They provided a way to live together in peace, even if getting there has been difficult. They provided a beacon, a light to the world, on living together. Conceived in part as a city on a hill; America was to light the world with our example. Indeed it has. That strong belief in the equality of mankind and the welcome to people from all across the globe has always been attractive.

The Enlightenment in Europe was largely about the idea of equality and learning to live with people despite differences in religion and diverse origins. America was founded on that Enlightenment ideal and, while never quite satisfying its own ideals, to an appreciable extent lived it. In the colonies, after the Revolution and until modern times, the U.S. has welcomed immigrants. Protestants, Catholics, Jews, Muslims and other faiths were here from the Founding and helped build this country. It is an experiment both in peacefulness and in the Biblical injunction to love thy neighbor, to do unto others as we would have them do unto us. It has been a religious enterprise, a nation building enterprise, and an enterprise in foreign affairs for which this nation has been justly celebrated.

Until now.

Would Ireland, India and so many other places have escaped their rivers of blood had their colonial rulers sought to bring people together in fairness, and ruled from the moral high ground, rather than striving to divide that they might conquer? To imagine is to wish for them the brilliance of the American solution.

America has brought peoples together for centuries. Public schools were conceived to bring together rich and poor, and they were soon called to bring together boys and girls. The military and large businesses made it their mission to bring people together across ethnic, religious and language boundaries that they might have unified armies and a unified workforce. Businesses created Americanization programs from which immigrants emerged proud Americans. Teddy Roosevelt told America that nothing brings men together like the military tent. Even racial prejudices have been receding in the face of integration – this nation has been celebrating African-Americans in music and the arts from the beginning of the twentieth century if not before, in sports especially since Jackie Robinson joined the Dodger lineup in 1947, and in many other areas since as having colleagues, bosses, employees, neighbors, friends and even spouses from different communities of race, religion and ethnic identity has become much more common. This march toward realizing the promise of equality has been going on for two hundred fifty years. Much of America has been shaped by that march, by its progress, by its moral growth.

Nothing has been more American than reaching out – in private groups and NGOs that have provided services abroad, and in government groups like the Peace Corps, US AID, Volunteers in Service to America, programs to acculturate immigrants here, provide the tools to leave poverty behind, and bring people from all cultures together in our schools and businesses.

Nothing has been so attractive to the world, as the fact that people everywhere could see themselves in us. It is a great heritage, a bulwark against all the beasts of the world; we must not forsake it.

— This commentary was broadcast on WAMC Northeast Report, July 17, 2018.

 


Whitford v. Gill

June 19, 2018

Commentators have treated the Court’s decision in Whitford v. Gill, the Wisconsin gerrymandering case, as just a technical decision, a delay in getting a substantive decision out of the Court. They’re nuts and I’m furious.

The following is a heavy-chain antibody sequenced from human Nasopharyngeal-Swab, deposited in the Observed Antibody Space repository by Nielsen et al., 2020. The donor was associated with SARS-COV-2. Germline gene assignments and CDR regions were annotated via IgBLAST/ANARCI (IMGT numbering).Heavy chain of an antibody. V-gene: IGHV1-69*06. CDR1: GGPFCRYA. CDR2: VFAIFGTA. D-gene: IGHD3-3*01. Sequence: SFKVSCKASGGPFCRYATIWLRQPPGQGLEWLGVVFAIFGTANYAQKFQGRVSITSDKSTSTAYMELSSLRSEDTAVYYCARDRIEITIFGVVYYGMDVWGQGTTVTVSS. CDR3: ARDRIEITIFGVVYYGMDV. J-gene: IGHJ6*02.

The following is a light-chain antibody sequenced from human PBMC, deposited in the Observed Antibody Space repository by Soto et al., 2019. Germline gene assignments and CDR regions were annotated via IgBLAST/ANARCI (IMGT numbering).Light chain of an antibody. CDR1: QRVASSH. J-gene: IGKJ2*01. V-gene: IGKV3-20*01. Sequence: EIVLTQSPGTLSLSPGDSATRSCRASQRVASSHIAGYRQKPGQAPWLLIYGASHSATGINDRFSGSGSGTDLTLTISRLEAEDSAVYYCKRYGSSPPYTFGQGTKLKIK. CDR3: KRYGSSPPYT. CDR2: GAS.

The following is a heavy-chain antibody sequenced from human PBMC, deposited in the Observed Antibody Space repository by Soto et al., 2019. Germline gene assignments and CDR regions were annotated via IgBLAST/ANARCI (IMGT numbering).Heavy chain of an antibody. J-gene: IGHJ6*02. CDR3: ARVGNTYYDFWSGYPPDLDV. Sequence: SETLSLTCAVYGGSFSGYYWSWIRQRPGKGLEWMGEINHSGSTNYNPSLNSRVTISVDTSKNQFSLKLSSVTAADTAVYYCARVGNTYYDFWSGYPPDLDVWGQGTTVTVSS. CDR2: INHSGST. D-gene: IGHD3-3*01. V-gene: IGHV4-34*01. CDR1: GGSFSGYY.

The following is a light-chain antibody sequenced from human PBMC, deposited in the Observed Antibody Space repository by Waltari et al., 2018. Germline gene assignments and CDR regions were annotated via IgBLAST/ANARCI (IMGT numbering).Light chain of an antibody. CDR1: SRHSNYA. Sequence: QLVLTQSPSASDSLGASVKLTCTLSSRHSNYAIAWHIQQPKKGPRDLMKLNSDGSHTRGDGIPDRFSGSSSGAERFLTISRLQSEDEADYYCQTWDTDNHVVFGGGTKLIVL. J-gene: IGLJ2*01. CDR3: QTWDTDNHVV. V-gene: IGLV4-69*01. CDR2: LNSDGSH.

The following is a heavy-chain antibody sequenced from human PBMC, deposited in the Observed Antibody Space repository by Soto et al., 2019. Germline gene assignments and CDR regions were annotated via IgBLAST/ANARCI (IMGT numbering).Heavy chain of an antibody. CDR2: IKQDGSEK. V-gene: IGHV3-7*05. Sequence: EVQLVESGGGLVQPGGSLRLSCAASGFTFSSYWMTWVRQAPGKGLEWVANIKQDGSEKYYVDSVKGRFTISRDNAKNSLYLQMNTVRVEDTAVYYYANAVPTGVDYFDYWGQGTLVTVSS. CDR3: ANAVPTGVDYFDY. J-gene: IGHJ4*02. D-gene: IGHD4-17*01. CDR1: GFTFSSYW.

Roberts, the current Chief Justice of the Supreme Court, is stalling for time. Time serves the Republicans in several ways: the most likely and immanent resignation is from Justice Kennedy who is the weak link in the conservative justices’ opposition to doing anything about gerrymandering; the oldest member of the Court is Justice Ginsburg and she is reliable in demanding equal protection in voting arrangements; replacing either of those justices while Trump is president would give Republicans a solid 5-vote majority in all elections cases and just about everything else. It would lock in the Republican majority. Roberts is trying as hard as he can to lock in Republican victories at all foreseeable elections, after famously telling the Senate at his confirmation hearings that he was merely an umpire calling balls and strikes. Umpires like that should be fired.

He also unleashed another ploy that people did not understand. By insisting that standing – a technical term for the right to sue – has to be asserted by plaintiffs based on their specific districts rather than statewide to challenge inequality in voting arrangements, he actually tried to shred plaintiffs’ proof. The best explanations of what gerrymandering is follow what the people who draw the lines actually do – they try for the best and most reliable statewide partisan vote for their party. But Roberts says that’s not justiciable. He wants proof for each district in which the voters votes are wasted and their voting power is diluted. But the basis of the dilution claim is precisely the equal protection comparison with all the other districts. If that is out of bounds, plaintiffs are entitled to take a walk to the outhouse.

But, a lawyer writing friendly-seeming language so that people will not understand how badly they are being affixed by a threaded metal fastener to the wall of defeat, Roberts makes it sound like they can just sharpen their presentation and then all will be just fine. Roberts should be impeached as unworthy of the robes of justice.

I’d go further. Many scholars have argued quite convincingly that over its two-and-a-quarter centuries, the U.S. Supreme Court has done much more harm than good. Some of us nearing the end of our careers happened to start practice at a time when we did have a people’s Court, a court that believed in equality and ended segregation, a court that believed in democracy and ended malapportionment, a court that believed in accurate fact-finding and tried to end abuses in the system of so-called criminal justice. But that Court has gradually slipped out of reach until the present Court has become an apologist for the abuses of the rich and the powerful, giving corporations the power to shred the rights of employees, customers, neighbors and political opponents.

So I think it’s time for some constitutional amendments that would really make a difference

  • End the electoral college in favor of voting for president by popular vote, ending the reign of minority presidents like Trump – unless the courts still manage to protect underworld control of elections
  • End the treatment of corporations as legal persons and let them face the regulatory ax
  • End gerrymandering and put an end to control by judicial partisans who shred the meaning of both equality and democracy
  • And, my favorite, an amendment to delete Article III and abolish the so-called Supreme Court – I’d like to see Roberts homeless, without a job, a robe or any of the respect due a decent person.

  This commentary was broadcast on WAMC Northeast Report, June 19, 2018.